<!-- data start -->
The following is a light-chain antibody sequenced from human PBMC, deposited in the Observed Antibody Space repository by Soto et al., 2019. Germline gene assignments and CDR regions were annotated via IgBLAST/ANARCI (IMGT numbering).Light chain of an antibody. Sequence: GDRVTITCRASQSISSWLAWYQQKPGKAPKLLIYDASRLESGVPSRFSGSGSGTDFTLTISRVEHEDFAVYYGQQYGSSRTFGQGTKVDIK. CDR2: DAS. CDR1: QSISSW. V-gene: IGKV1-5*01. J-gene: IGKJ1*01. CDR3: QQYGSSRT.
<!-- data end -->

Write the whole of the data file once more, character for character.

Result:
The following is a light-chain antibody sequenced from human PBMC, deposited in the Observed Antibody Space repository by Soto et al., 2019. Germline gene assignments and CDR regions were annotated via IgBLAST/ANARCI (IMGT numbering).Light chain of an antibody. Sequence: GDRVTITCRASQSISSWLAWYQQKPGKAPKLLIYDASRLESGVPSRFSGSGSGTDFTLTISRVEHEDFAVYYGQQYGSSRTFGQGTKVDIK. CDR2: DAS. CDR1: QSISSW. V-gene: IGKV1-5*01. J-gene: IGKJ1*01. CDR3: QQYGSSRT.